It took someone of Russinovich's calibre and experience to ascertain that pointless and expensive animated fluff is both pointless and expensive. This discovery will surely revolutionise computing.
Microsoft's CTO for Azure has opened up on both the company's response to scaling issues with Teams during the COVID-19 pandemic and future plans to switch to "container-based deployments using Azure Kubernetes Service". The pandemic put pressure on Microsoft's cloud capacity, and chief techie Mark Russinovich describes in a …
Actually, the 3 dots to indicate the other person is typing has been around in IM applications for a long time, and is helpful to prevent crosstalk. And read receipts are also nice to have (but why an animation?), particularly in important chats (think doctors and lawyers). The 30 per cent seems excessive though.
I've always hated typing indicators personally. I think I've possibly just had one too many conversations slowed down by the opposing party starting to type and then abandoning it or getting distracted by something else. I'm sure I've been guilty of inflicting the same on others.
Though yes, the 30% does scream of some sort of server-side inefficiency rather than an actual problem with animations themselves. Perhaps each frame of the animation was retrieved uncached from the server by each client each time. I'm sure we've all seen stuff that's just as baffling.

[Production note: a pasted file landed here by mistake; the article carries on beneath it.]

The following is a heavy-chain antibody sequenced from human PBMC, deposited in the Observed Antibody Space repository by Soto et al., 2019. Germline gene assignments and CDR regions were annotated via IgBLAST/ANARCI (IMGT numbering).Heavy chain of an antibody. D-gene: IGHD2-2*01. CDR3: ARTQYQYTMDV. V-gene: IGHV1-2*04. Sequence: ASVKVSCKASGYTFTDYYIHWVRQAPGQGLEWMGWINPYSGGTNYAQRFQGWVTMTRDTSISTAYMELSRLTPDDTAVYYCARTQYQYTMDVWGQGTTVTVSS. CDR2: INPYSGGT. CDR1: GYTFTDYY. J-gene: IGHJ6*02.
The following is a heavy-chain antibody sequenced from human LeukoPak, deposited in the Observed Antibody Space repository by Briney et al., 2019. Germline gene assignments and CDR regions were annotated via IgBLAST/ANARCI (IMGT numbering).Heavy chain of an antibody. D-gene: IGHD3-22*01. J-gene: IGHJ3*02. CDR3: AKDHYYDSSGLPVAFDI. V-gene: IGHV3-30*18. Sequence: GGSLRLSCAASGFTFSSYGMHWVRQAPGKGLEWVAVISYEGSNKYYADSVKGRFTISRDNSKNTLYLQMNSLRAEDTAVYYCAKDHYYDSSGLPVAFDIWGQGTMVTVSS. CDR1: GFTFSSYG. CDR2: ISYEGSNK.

At risk of being informed (as opposed to just going along with what has been written and possibly mis-spoken) the read receipts are not an animation but a static indicator. It wasn't disabling an animation that saved them a load of server processing power, but the processing and transmission of read receipt information.
Same goes for the typing indicator. It may be an animation client side, but server side it's just a message going backwards and forwards. To be accurate it has to effectively poll (because you either need to say "user is still typing" or "user has stopped typing") so that's 1 message to receive and then relay back out to another.
They're both useful pieces of information, and we missed them a lot when they were disabled
Actually, you are allowed to be informed once. Just don't make a habit of it - this is the internet after all.
It is good to know that the read receipt isn't an animation. That surprised me when I read the article. I've used a number of IM and chatbox applications, but never Teams. That is one advantage of being retired.
Animation doesn't have to move. Derek Jarman made a film called "Blue" which visually just has a blue screen for an hour and a half. Familiar to Windows users... It does come on either DVD or CD so not entirely taking the liberty. The CD might come with "No D" glasses to not watch it through?
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